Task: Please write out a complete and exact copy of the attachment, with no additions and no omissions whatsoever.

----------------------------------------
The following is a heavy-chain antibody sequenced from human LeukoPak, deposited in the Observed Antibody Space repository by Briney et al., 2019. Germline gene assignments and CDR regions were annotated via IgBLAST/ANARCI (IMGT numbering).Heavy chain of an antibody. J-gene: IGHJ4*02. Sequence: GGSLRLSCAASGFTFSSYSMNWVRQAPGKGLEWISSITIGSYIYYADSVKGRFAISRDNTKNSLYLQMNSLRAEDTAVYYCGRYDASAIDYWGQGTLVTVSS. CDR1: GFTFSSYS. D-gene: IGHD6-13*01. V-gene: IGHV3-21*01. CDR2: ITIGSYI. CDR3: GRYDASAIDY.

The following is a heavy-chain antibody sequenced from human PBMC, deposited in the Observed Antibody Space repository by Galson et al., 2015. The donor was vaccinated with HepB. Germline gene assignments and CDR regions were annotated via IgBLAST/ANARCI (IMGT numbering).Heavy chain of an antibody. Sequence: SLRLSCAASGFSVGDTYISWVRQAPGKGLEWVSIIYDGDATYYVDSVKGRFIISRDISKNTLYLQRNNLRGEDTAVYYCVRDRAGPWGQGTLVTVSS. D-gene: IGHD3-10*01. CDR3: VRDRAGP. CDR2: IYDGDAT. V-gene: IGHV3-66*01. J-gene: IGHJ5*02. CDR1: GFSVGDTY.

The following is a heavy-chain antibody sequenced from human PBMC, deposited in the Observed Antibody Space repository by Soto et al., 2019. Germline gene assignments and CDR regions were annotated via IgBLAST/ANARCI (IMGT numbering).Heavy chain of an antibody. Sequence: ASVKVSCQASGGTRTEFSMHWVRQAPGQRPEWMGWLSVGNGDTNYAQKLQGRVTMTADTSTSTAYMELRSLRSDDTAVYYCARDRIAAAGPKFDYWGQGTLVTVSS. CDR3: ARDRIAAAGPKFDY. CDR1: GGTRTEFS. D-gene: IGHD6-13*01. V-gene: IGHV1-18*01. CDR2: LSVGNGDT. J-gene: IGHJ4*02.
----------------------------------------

The following is a heavy-chain antibody sequenced from human LeukoPak, deposited in the Observed Antibody Space repository by Briney et al., 2019. Germline gene assignments and CDR regions were annotated via IgBLAST/ANARCI (IMGT numbering).Heavy chain of an antibody. J-gene: IGHJ4*02. Sequence: GGSLRLSCAASGFTFSSYSMNWVRQAPGKGLEWISSITIGSYIYYADSVKGRFAISRDNTKNSLYLQMNSLRAEDTAVYYCGRYDASAIDYWGQGTLVTVSS. CDR1: GFTFSSYS. D-gene: IGHD6-13*01. V-gene: IGHV3-21*01. CDR2: ITIGSYI. CDR3: GRYDASAIDY.

The following is a heavy-chain antibody sequenced from human PBMC, deposited in the Observed Antibody Space repository by Galson et al., 2015. The donor was vaccinated with HepB. Germline gene assignments and CDR regions were annotated via IgBLAST/ANARCI (IMGT numbering).Heavy chain of an antibody. Sequence: SLRLSCAASGFSVGDTYISWVRQAPGKGLEWVSIIYDGDATYYVDSVKGRFIISRDISKNTLYLQRNNLRGEDTAVYYCVRDRAGPWGQGTLVTVSS. D-gene: IGHD3-10*01. CDR3: VRDRAGP. CDR2: IYDGDAT. V-gene: IGHV3-66*01. J-gene: IGHJ5*02. CDR1: GFSVGDTY.

The following is a heavy-chain antibody sequenced from human PBMC, deposited in the Observed Antibody Space repository by Soto et al., 2019. Germline gene assignments and CDR regions were annotated via IgBLAST/ANARCI (IMGT numbering).Heavy chain of an antibody. Sequence: ASVKVSCQASGGTRTEFSMHWVRQAPGQRPEWMGWLSVGNGDTNYAQKLQGRVTMTADTSTSTAYMELRSLRSDDTAVYYCARDRIAAAGPKFDYWGQGTLVTVSS. CDR3: ARDRIAAAGPKFDY. CDR1: GGTRTEFS. D-gene: IGHD6-13*01. V-gene: IGHV1-18*01. CDR2: LSVGNGDT. J-gene: IGHJ4*02.